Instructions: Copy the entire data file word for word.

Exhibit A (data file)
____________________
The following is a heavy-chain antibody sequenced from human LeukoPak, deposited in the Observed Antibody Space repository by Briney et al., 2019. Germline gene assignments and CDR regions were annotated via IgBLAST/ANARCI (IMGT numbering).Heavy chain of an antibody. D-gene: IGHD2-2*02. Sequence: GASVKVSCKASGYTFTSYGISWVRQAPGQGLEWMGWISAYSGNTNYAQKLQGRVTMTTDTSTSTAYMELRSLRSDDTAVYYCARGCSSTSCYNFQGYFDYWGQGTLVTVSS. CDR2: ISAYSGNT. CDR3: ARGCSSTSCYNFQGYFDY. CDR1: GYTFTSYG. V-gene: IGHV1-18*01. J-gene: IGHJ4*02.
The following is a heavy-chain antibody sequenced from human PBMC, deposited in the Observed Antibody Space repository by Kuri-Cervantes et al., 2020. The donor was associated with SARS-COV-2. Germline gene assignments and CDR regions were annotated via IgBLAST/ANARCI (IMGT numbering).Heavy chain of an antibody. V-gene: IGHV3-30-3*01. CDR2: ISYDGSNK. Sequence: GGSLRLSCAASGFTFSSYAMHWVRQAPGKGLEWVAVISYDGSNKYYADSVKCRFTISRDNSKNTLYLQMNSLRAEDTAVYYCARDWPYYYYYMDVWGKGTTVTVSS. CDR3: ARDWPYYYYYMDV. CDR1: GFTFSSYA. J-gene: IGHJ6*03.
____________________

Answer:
The following is a heavy-chain antibody sequenced from human LeukoPak, deposited in the Observed Antibody Space repository by Briney et al., 2019. Germline gene assignments and CDR regions were annotated via IgBLAST/ANARCI (IMGT numbering).Heavy chain of an antibody. D-gene: IGHD2-2*02. Sequence: GASVKVSCKASGYTFTSYGISWVRQAPGQGLEWMGWISAYSGNTNYAQKLQGRVTMTTDTSTSTAYMELRSLRSDDTAVYYCARGCSSTSCYNFQGYFDYWGQGTLVTVSS. CDR2: ISAYSGNT. CDR3: ARGCSSTSCYNFQGYFDY. CDR1: GYTFTSYG. V-gene: IGHV1-18*01. J-gene: IGHJ4*02.
The following is a heavy-chain antibody sequenced from human PBMC, deposited in the Observed Antibody Space repository by Kuri-Cervantes et al., 2020. The donor was associated with SARS-COV-2. Germline gene assignments and CDR regions were annotated via IgBLAST/ANARCI (IMGT numbering).Heavy chain of an antibody. V-gene: IGHV3-30-3*01. CDR2: ISYDGSNK. Sequence: GGSLRLSCAASGFTFSSYAMHWVRQAPGKGLEWVAVISYDGSNKYYADSVKCRFTISRDNSKNTLYLQMNSLRAEDTAVYYCARDWPYYYYYMDVWGKGTTVTVSS. CDR3: ARDWPYYYYYMDV. CDR1: GFTFSSYA. J-gene: IGHJ6*03.